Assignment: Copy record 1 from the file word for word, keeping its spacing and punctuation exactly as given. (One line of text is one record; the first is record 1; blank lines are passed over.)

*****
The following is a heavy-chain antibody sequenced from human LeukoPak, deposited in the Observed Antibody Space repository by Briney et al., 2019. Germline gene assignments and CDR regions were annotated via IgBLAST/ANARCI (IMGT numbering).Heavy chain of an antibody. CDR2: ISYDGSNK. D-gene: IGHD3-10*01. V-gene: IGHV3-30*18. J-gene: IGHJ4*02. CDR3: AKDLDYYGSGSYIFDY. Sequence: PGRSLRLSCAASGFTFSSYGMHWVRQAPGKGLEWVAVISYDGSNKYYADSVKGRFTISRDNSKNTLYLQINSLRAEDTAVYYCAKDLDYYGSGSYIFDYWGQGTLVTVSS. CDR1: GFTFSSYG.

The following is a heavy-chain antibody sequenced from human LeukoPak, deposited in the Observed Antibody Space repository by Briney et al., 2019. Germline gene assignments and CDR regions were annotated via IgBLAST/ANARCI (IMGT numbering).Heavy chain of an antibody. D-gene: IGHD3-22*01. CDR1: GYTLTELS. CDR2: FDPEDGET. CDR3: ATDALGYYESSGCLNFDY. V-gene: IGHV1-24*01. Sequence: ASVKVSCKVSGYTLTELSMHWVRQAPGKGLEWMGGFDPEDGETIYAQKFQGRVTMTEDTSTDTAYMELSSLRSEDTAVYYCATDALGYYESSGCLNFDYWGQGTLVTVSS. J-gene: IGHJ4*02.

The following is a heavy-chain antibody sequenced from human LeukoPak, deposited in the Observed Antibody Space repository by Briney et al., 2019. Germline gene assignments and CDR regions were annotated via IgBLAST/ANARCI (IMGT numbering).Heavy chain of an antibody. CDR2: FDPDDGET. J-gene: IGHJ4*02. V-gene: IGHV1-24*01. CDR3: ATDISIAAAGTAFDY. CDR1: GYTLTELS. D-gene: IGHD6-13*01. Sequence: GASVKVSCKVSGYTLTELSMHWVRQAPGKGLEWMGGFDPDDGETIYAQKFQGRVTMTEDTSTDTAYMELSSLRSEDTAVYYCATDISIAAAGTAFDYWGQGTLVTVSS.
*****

The following is a heavy-chain antibody sequenced from human LeukoPak, deposited in the Observed Antibody Space repository by Briney et al., 2019. Germline gene assignments and CDR regions were annotated via IgBLAST/ANARCI (IMGT numbering).Heavy chain of an antibody. CDR2: ISYDGSNK. D-gene: IGHD3-10*01. V-gene: IGHV3-30*18. J-gene: IGHJ4*02. CDR3: AKDLDYYGSGSYIFDY. Sequence: PGRSLRLSCAASGFTFSSYGMHWVRQAPGKGLEWVAVISYDGSNKYYADSVKGRFTISRDNSKNTLYLQINSLRAEDTAVYYCAKDLDYYGSGSYIFDYWGQGTLVTVSS. CDR1: GFTFSSYG.